We expect residential construction to remain relatively flat over the remainder of 2017 given the flattening we have seen in consents. However, we expect a pick-up in consents towards the end of the year to provide a lift in construction for 2018.

…and uncertainty around consumption.

Consumer confidence continues to lift, reaching a three year high in September on both the raw and seasonally adjusted ANZ-Roy Morgan consumer confidence index results. Confidence lifted on both the current and future conditions measures.

Business confidence had also been strong before falling sharply in September. Further outturns will be necessary to see if this fall is sustained or represents volatility associated with events in early September. 

Total electronic card spending rose 0.6% (sa) in August, unwinding the dip in July and taking annual growth to 4.7%. The increase was concentrated in non-retail industries (excluding services) which rose 1.3%, with both core and total retail down 0.2%. Movements within the core retail industries were fairly minor, including hospitality where there was little indication of a post-Lions tour pull back.

The effects of the Lions tour on the New Zealand data continues to be felt and has introduced a degree of additional data volatility. The impact varies across different measures, both in terms of the size and timing. For example, retail sales data received a substantial boost in the June quarter, some of which will persist into September. Retail sales captures a wider range of transactions (i.e. not just card based) than electronic card transactions for which the impact of the tour was less pronounced. Data on tourist spending is collected when visitors leave New Zealand and is factored into the services exports component of expenditure GDP. As a result the major impact on services exports will be felt in the September quarter as most Lions tour supporters will have left New Zealand in July.

Adding to this is continued robust population growth coming from high levels of migration.  Annual net migration fell slightly to 72,100 in August from 72,400 in July, but still up from the 69,100 in the year to August 2016. The fall from July was driven by a larger net outflow of New Zealand citizens which increased to 1,500 from 1,100. The net inflow of non-New Zealand citizens was unchanged at 73,500.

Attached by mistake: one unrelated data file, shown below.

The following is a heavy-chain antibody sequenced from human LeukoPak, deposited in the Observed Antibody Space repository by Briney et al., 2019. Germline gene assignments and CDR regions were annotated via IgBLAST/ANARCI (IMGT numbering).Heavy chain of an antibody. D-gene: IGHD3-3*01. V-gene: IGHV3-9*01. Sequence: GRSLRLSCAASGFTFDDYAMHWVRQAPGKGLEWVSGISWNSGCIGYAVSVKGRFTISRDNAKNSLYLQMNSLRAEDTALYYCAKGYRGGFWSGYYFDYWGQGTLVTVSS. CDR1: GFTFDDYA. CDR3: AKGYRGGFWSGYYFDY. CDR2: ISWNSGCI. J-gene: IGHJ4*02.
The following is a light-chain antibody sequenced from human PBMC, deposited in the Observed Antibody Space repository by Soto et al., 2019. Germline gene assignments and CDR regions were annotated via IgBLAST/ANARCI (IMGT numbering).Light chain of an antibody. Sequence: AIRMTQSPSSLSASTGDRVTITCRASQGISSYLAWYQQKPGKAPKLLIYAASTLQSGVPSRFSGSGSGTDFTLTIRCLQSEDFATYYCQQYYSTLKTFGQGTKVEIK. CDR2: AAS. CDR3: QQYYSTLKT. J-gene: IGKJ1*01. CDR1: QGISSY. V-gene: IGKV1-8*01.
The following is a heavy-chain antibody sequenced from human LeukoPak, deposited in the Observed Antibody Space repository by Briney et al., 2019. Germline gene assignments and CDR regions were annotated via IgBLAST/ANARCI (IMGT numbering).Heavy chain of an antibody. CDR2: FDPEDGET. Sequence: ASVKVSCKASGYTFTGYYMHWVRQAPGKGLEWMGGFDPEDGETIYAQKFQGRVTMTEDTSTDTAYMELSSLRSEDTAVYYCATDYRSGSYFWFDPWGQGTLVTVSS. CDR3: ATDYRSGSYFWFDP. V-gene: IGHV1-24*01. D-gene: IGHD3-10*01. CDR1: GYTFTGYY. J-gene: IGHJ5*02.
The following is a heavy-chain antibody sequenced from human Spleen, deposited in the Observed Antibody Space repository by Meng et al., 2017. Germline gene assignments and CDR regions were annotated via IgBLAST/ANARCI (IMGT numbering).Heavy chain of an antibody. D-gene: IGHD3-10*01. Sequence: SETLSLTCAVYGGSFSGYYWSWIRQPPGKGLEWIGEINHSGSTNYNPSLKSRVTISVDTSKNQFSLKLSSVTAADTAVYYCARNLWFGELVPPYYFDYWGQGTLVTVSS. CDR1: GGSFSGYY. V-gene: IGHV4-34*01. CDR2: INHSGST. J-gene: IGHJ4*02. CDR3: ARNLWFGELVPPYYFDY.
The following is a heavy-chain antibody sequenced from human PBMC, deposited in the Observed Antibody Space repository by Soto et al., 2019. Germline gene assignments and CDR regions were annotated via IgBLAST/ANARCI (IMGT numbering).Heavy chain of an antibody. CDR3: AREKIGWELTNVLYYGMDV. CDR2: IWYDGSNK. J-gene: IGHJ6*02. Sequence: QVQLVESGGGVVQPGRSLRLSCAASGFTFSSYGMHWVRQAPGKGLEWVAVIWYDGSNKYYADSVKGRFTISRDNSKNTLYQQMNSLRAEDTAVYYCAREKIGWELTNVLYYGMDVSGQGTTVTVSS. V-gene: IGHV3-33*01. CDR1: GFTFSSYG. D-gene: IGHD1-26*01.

Figure 2: Electronic card transactions remain weak though it is uncertain if this will be reflected in retail trade data
Figure 2: Electronic card transactions remain weak though it is uncertain if this will be reflected in retail trade data .
Source: Statistics New Zealand

Current account deficit narrows in June

The annual current account deficit narrowed from a revised $7.7 billion (2.9% of GDP) in the March 2017 quarter to $7.5 billion (2.8% of GDP) in the June quarter, narrower than expected by the market. Compared to the PREFU, the annual deficit printed $0.6 billion narrower than forecast with data revisions accounting for around two-thirds of the difference.

On a quarterly basis the current account deficit was a $0.6 billion, but after seasonal adjustment was $1.6 billion. Compared to the PREFU, the quarterly seasonally adjusted balance was $0.2 billion narrower than forecast, owing largely to stronger services exports.

As forecast in the PREFU, the seasonally adjusted goods deficit narrowed to $0.4 billion from a revised $1.1billion in March, with quarterly growth in exports (8.6%) outpacing growth in imports (2.9%). The pickup in exports partially reflected a rebound in agricultural production (particularly dairy) from late last year. In the year to June 2017, the goods deficit widened to $2.8 billion from $2.5 billion a year ago, with annual exports up 3.3% to $50.1 billion and imports up 3.7% to $52.9 billion.

In seasonally adjusted terms, the services surplus widened $0.3 billion to $1.3 billion in June, with quarterly growth in exports of 5.9% outpacing imports growth of 0.7%. Travel services exports (chiefly tourism) grew 7.9% from March, boosted by the World Masters Games and followed a broadly flat March quarter. Compared to the PREFU, the services surplus was $0.3 billion wider than forecast, with services exports a little stronger (owing partially to revisions) and services imports marginally weaker. The boost to travel services exports from the Lions tour is expected to show in the September quarter.  In the year to June 2017, the services surplus narrowed $0.1 billion from a year ago despite the quarterly seasonally adjusted services surplus hitting a record-high.

New Zealand’s net international liability position increased by $1.2 billion to $154.2 billion (57.5% of GDP) as New Zealand’s international assets rose 2.0% to $249.8 billion and liabilities rose 1.5% to $404.0 billion.

Figure 3: Current account deficit narrows in June
Figure 3: Current account deficit narrows in June .
Source: Statistics New Zealand

Monthly trade deficit widens and commodity prices fall  

Data for the September quarter thus far has suggested some potential weakness in exports, although more data is needed before the full picture becomes clear.